GRAYSON, by Lynne Cox, Harcourt, 153 pages, $13, softcover

In 1972, Lynne Cox swam across the English Channel, breaking both men's and women's world records. She was 15.

As amazing as that experience was, it would not compare to the life-changing event that happened two years later.

Swimming in the early morning hours off California's Seal Beach, Cox noticed a different, charged energy in the water. Attuned to the ebb and flow of the ocean, she knew something was wrong. Alone in the dark some 200 yards off shore, Cox began to panic. What change could possibly create such turmoil?

A practiced distance swimmer, Cox calmed herself down and decided to finish out her training session. It was only when the sun began to rise that she realized a baby gray whale was following her.

The whale had been swimming up the coast from Mexico with his mother and somehow had been separated from her. When he saw Cox, he latched on to her like a puppy dog.

Cox knew that if she returned to shore the baby whale would follow her and die from collapsed lungs. She also knew it depended on its mother for food and would soon lose strength, suffer dehydration and starve to death without another feeding.

Despite her own fatigue and the water's cold 52-degree temperature, Cox chose to stay with the whale — dubbed Grayson ("grace in the water" and the gray's son) — until he was reunited with his mother.

What followed was an exhausting journey to find Grayson's 50-foot mother in the vast ocean. It seemed a tremendous task, but one Cox could not ignore.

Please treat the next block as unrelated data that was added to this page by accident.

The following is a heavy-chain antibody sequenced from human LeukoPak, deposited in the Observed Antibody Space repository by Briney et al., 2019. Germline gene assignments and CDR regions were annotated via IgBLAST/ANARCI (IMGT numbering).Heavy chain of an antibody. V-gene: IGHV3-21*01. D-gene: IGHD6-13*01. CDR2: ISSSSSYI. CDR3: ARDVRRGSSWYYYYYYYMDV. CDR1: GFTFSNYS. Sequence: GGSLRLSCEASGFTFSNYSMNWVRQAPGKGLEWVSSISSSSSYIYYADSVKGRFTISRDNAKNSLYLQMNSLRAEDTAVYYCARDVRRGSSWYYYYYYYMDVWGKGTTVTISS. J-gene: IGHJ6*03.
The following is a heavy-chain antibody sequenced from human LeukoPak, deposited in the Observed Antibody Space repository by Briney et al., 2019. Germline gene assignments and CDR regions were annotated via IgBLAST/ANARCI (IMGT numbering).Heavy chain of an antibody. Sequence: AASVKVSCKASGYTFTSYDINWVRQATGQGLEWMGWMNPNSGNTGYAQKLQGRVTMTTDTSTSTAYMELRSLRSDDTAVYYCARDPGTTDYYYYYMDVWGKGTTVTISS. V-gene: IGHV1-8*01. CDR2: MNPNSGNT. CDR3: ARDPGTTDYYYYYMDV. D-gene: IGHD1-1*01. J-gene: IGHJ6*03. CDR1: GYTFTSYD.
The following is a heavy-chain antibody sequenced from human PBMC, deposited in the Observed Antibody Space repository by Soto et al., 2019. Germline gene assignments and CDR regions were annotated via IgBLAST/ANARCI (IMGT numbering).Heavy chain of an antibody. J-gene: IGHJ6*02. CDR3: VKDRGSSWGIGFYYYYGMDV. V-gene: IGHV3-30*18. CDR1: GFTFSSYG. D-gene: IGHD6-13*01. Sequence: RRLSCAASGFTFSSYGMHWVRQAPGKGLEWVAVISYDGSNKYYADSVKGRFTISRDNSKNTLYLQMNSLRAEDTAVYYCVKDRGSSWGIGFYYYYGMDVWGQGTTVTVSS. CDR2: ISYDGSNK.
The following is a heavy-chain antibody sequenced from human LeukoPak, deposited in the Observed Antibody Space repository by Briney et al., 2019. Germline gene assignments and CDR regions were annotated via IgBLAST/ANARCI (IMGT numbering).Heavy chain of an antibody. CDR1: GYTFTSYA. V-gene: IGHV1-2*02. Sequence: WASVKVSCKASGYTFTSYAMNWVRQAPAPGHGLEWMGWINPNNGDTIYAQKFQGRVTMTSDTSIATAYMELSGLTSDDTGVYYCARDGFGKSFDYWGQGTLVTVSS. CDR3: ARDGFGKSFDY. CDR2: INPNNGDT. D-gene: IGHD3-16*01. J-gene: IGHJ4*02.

Cox's captivating memoir "Grayson" recounts the events from that summer morning.

Cox writes with vivid detail — especially about all the different kinds of ocean life — with descriptions that make the reader feel as if she is in the water swimming beside the baby whale.

She writes, "Grayson took a big breath and dove five feet down, past a cluster of clear moon jellies. They were beautifully transparent except for white circles on top of their domes. Grayson swam by purple jellyfish that were larger, like large Jell-O salad molds, and they were beautiful, graceful swimmers. They moved like opening and closing umbrellas."

Cox also shares her struggles to communicate with Grayson. "More than anything, I wanted to talk to him, and I wished I could understand what he was saying. It was like going to a foreign country and not being able to speak the language. It was frustrating, wanting to somehow make a connection ...."

Those struggles turned to triumph near the end of their swim together when Grayson gave Cox a gift. "He trusted me enough to let me touch him. We were from two different worlds — two different beings, with two different lives, and yet somehow we understood each other."

"Grayson" is a heartwarming and fun read for all ages. This charming remembrance is remarkable in its sincere simplicity. It's like a modern-day fairy tale full of danger, excitement — and a happy ending.


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